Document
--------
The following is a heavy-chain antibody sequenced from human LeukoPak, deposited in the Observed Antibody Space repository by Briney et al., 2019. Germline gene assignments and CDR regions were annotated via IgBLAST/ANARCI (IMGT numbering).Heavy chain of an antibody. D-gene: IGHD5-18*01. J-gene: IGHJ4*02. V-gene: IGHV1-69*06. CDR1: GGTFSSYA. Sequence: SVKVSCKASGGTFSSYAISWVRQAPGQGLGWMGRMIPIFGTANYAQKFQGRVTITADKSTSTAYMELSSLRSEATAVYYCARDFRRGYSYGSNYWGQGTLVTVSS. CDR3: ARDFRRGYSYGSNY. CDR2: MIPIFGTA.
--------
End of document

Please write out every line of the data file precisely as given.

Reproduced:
The following is a heavy-chain antibody sequenced from human LeukoPak, deposited in the Observed Antibody Space repository by Briney et al., 2019. Germline gene assignments and CDR regions were annotated via IgBLAST/ANARCI (IMGT numbering).Heavy chain of an antibody. D-gene: IGHD5-18*01. J-gene: IGHJ4*02. V-gene: IGHV1-69*06. CDR1: GGTFSSYA. Sequence: SVKVSCKASGGTFSSYAISWVRQAPGQGLGWMGRMIPIFGTANYAQKFQGRVTITADKSTSTAYMELSSLRSEATAVYYCARDFRRGYSYGSNYWGQGTLVTVSS. CDR3: ARDFRRGYSYGSNY. CDR2: MIPIFGTA.